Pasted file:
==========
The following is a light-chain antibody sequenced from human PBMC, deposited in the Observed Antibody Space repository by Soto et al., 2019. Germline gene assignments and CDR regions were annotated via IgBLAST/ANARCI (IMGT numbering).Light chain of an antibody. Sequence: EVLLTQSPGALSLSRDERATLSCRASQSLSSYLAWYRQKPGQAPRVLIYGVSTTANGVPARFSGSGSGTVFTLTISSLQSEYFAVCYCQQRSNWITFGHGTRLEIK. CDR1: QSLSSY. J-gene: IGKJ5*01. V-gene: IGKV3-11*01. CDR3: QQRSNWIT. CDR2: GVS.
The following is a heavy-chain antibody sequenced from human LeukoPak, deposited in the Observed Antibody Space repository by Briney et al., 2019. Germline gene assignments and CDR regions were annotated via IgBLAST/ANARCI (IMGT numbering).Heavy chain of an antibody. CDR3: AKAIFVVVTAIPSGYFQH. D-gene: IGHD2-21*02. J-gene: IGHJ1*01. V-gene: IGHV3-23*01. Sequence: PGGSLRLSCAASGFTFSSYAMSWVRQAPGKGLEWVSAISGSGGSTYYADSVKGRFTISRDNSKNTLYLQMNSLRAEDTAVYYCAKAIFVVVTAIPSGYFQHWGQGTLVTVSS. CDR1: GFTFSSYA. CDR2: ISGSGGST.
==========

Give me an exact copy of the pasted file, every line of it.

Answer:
The following is a light-chain antibody sequenced from human PBMC, deposited in the Observed Antibody Space repository by Soto et al., 2019. Germline gene assignments and CDR regions were annotated via IgBLAST/ANARCI (IMGT numbering).Light chain of an antibody. Sequence: EVLLTQSPGALSLSRDERATLSCRASQSLSSYLAWYRQKPGQAPRVLIYGVSTTANGVPARFSGSGSGTVFTLTISSLQSEYFAVCYCQQRSNWITFGHGTRLEIK. CDR1: QSLSSY. J-gene: IGKJ5*01. V-gene: IGKV3-11*01. CDR3: QQRSNWIT. CDR2: GVS.
The following is a heavy-chain antibody sequenced from human LeukoPak, deposited in the Observed Antibody Space repository by Briney et al., 2019. Germline gene assignments and CDR regions were annotated via IgBLAST/ANARCI (IMGT numbering).Heavy chain of an antibody. CDR3: AKAIFVVVTAIPSGYFQH. D-gene: IGHD2-21*02. J-gene: IGHJ1*01. V-gene: IGHV3-23*01. Sequence: PGGSLRLSCAASGFTFSSYAMSWVRQAPGKGLEWVSAISGSGGSTYYADSVKGRFTISRDNSKNTLYLQMNSLRAEDTAVYYCAKAIFVVVTAIPSGYFQHWGQGTLVTVSS. CDR1: GFTFSSYA. CDR2: ISGSGGST.